Roger used his final three lifelines to get to the $250,000. The question was "Al Gore’s famous and oft-ridiculed quote "I took the initiative in creating the Internet" was made in 1999 to what journalist? A: Barbara Walters, B: Larry King, C: Wolf Blitzer, D: Matt Lauer." Not knowing, he first used Ask the Expert, with Ashleigh Banfield of TruTV. She believed it was C but wasn’t too confident. Next he used Ask the Audience; they believed the answer was B. He finally used his Double Dip lifeline to select both answers. Roger first chose B, which was incorrect; after which he chose C which won him $250,000.
(note that was "to what journalist", not "used for a hatch job by what so-called "journalist"").
That was good for around 1,500 hits. Not a million, but all readers gratefully accepted. I didn't seem to get any links out of it though, at least not that I saw.
How do these shows with ask-the-audience or ask-a-friend aspects prevent the surreptitious use of search engines? It seems like there's a cheating scandal waiting to happen there.
I recently noted the Wikia Search using Yahoo operational change, speculating:
"And one wouldn't want people who go to Wikia Search currently to think the results are proof of anything other than that Yahoo has a program to allow others to use its search system. It would be pretty easy to get a misimpression along the way."
It turns out at least one person got exactly that sort of misimpression:
"... I really think this Wikia search has the ability to beat Google in some key areas. I've already discovered a few searches that Wikia Search beats Google on, and I figured I'd write one down - dreamhost wiki."
But it wasn't "Wikia Search", it was Yahoo's search.
I wonder if any reporters will be similarly fooled, and write even more Google-killer hype articles. Certainly I don't see any "Powered by Yahoo" identifier on Wikia Search now. For a project that touts "Transparency" as a main goal, that's rather ironic.
I checked the Yahoo! BOSS (Build your Own Search Service) details, and they don't require attribution, so what Wikia is doing is permitted. Still, given all the free publicity Wikia garnered, along with the storyline of killing Google (a complicated matter, something of a media invention), having it silently being so much a rebadged Yahoo! Search seems like something which, morally, should be more evident. The phrase "legal, but sleazy and unethical" comes to mind.
Disclaimer: I'm a member of the "negative people and FUD mongers".
Wikia Search, the project to buy Jimmy Wales a jet, I mean, have a Wikipedia-like search engine (i.e. unpaid labor does the work), changed over at some point from using their own back-end to using Yahoo! BOSS (Build your Own Search Service). While not a secret, it's been difficult to find information about the switch (I believe for obvious reasons ...).
Today in a discussion thread Wales posted about the change:
In order to get the front end going successfully (which we have, although there are a lot of bugs to fix and a lot of unmet community needs so far), we needed to have a "usable" algorithmic search.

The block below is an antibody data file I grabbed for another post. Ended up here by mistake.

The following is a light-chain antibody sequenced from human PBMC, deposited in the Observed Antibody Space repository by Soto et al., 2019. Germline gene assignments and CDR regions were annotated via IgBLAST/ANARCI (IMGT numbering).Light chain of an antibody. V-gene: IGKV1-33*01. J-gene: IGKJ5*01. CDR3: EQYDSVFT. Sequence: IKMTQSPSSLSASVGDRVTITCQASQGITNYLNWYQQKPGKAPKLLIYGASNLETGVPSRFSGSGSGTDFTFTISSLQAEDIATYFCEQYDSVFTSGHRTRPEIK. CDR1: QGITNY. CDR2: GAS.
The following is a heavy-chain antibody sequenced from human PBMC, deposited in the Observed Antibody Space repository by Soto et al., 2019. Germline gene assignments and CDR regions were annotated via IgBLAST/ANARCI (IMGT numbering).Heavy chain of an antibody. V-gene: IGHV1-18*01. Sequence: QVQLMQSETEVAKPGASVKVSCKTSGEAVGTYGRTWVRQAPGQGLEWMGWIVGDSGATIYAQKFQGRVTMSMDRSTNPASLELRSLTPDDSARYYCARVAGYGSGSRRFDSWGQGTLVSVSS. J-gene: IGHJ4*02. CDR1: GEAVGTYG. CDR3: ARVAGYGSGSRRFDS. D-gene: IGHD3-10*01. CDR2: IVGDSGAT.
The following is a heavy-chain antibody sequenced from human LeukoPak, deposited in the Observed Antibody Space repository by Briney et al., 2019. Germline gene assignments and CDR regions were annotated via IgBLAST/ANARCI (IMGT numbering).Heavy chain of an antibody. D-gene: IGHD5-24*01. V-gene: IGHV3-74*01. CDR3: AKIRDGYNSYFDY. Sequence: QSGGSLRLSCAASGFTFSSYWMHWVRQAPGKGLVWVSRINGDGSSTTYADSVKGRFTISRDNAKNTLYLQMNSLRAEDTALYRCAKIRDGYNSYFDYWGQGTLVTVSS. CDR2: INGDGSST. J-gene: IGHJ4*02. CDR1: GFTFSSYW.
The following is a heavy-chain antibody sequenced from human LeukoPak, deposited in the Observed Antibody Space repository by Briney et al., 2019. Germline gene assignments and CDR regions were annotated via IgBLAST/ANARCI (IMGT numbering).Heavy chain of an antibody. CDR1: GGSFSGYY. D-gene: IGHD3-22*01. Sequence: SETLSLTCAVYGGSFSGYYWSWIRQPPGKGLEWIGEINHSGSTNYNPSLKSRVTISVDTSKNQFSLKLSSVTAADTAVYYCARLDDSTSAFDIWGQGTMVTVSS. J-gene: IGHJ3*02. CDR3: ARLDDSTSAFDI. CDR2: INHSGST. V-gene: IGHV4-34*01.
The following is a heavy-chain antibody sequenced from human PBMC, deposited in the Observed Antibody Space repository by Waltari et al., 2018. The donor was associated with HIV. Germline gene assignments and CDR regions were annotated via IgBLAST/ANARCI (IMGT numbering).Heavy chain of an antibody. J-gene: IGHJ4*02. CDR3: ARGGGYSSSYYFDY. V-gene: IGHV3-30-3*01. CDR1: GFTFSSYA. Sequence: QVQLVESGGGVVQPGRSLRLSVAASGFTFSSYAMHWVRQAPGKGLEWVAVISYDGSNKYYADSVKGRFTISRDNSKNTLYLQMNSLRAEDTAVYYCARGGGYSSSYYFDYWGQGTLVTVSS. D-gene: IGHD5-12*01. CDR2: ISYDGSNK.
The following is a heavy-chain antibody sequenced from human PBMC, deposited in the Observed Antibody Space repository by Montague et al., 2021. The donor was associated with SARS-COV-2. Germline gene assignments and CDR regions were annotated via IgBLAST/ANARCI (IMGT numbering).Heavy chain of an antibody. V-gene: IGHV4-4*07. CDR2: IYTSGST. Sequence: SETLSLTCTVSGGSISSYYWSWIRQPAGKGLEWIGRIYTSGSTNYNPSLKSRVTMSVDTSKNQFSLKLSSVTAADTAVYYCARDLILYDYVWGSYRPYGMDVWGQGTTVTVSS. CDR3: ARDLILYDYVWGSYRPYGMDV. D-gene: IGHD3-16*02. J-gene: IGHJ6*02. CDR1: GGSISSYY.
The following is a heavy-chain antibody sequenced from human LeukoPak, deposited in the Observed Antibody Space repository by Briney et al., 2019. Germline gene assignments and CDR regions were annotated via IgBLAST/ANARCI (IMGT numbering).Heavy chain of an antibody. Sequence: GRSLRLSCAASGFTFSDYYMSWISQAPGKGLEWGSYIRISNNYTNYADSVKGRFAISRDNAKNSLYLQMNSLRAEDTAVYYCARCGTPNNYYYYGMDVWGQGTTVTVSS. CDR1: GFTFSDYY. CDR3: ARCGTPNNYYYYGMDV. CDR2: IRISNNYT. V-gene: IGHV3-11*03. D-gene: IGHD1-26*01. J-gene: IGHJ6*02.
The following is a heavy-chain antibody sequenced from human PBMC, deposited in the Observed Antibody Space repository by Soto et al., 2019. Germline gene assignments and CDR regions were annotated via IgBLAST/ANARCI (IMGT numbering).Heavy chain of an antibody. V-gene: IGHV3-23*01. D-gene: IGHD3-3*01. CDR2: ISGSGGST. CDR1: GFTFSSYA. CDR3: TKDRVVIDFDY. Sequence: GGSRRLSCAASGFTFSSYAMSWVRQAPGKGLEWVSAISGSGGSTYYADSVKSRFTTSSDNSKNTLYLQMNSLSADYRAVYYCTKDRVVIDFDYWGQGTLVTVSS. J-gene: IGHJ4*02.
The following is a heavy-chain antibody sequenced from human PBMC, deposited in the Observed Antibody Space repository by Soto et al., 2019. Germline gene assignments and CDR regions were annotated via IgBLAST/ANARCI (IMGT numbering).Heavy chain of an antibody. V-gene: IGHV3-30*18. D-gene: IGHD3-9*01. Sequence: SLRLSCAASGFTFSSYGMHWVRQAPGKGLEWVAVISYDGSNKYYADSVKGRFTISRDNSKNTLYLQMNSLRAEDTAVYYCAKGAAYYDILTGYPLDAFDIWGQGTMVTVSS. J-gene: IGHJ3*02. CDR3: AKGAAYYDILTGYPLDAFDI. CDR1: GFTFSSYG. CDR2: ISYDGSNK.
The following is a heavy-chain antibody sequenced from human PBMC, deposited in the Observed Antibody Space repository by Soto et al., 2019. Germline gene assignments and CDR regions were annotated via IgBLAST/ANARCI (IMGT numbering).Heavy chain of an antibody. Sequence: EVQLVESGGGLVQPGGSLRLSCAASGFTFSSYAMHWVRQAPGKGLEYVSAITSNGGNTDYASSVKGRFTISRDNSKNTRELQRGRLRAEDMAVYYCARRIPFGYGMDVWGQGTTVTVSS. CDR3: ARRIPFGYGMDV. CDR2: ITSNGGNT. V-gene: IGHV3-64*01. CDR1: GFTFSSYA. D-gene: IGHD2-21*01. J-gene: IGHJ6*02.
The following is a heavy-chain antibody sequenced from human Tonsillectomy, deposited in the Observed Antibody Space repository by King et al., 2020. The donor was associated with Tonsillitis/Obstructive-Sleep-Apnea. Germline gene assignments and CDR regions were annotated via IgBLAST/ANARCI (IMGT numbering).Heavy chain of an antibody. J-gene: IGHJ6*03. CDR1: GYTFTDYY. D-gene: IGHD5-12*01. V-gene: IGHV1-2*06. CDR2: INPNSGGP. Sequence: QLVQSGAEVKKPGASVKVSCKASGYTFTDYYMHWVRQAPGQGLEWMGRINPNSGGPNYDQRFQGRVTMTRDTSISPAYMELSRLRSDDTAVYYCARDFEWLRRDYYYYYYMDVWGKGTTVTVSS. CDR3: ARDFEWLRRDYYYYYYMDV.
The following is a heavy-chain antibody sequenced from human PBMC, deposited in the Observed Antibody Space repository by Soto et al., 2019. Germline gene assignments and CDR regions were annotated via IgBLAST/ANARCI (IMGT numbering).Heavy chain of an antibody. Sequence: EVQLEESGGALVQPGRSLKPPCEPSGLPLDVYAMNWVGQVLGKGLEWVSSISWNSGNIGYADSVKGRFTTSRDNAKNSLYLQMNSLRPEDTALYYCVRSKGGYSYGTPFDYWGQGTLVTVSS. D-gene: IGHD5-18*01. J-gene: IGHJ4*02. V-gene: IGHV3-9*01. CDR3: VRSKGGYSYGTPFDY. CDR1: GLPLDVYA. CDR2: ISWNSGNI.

But our own crawl+algorithm was not yet good enough. So usage wasn't growing, it wasn't possible to "eat our own dogfood" even.
So we have to currently use Yahoo! BOSS for the backend (which is actually pretty decent) to build traffic and participation, while continuing to work and figure out the backend for the future.
Good to have it on record. And one wouldn't want people who go to Wikia Search currently to think the results are proof of anything other than that Yahoo has a program to allow others to use its search system. It would be pretty easy to get a misimpression along the way.
I'll note he goes on to say:
I would totally ask that we switch back to index.isc.org, or to any other free-software solution, as soon as it is "decent enough" - doesn't even have to be *better than* Yahoo BOSS.
Yes, but the difficulty is that people kept pointing out that this was a very hard problem. And Wikia, a venture-capital funded start-up company, was effectively getting a large chunk of its research and development costs here subsidized and funded by user donations. Many search start-ups would love publicity and practical subsidy like that.
Hmm, powered by Yahoo for the moment, selling Google ads, feel how this is really an endeavor to fight the power and bring democracy to search (stand up and cheer! buy The Founder a jet!).
Disclaimer: I'm an idiot.
"A question of confusion has no simple answer, as shown by an argument over the names of wiki-based sites dedicated to providing answers to questions"
I didn't pick the title, but it's OK. I didn't even make a suggestion. I would have tried for something clever like "Wikianswers sites raise questions", but maybe that would be too cute.
The column is about how both Answers.com and Wikia (the start-up company which is not the commercial arm of Wikipedia, understand, it's an entirely separate entity which is just trying to "commercialize the hell out of it" conceptually) now both have sites with a capitalization variant of "wikianswers".
In my opinion, Wikia's relaunch of its site using the name Wikianswers is sleazy and unethical in the face of the far more well-known and successful Answers.com [site].